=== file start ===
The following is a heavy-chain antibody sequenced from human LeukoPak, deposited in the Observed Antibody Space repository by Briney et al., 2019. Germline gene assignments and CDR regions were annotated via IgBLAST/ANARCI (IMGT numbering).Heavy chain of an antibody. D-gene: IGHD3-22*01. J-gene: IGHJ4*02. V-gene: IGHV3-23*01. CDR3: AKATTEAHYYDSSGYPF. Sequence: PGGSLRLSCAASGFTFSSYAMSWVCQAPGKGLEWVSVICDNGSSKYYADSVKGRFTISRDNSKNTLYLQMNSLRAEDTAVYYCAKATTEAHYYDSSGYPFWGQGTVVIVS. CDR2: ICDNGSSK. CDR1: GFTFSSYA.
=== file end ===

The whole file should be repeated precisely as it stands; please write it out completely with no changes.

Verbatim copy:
The following is a heavy-chain antibody sequenced from human LeukoPak, deposited in the Observed Antibody Space repository by Briney et al., 2019. Germline gene assignments and CDR regions were annotated via IgBLAST/ANARCI (IMGT numbering).Heavy chain of an antibody. D-gene: IGHD3-22*01. J-gene: IGHJ4*02. V-gene: IGHV3-23*01. CDR3: AKATTEAHYYDSSGYPF. Sequence: PGGSLRLSCAASGFTFSSYAMSWVCQAPGKGLEWVSVICDNGSSKYYADSVKGRFTISRDNSKNTLYLQMNSLRAEDTAVYYCAKATTEAHYYDSSGYPFWGQGTVVIVS. CDR2: ICDNGSSK. CDR1: GFTFSSYA.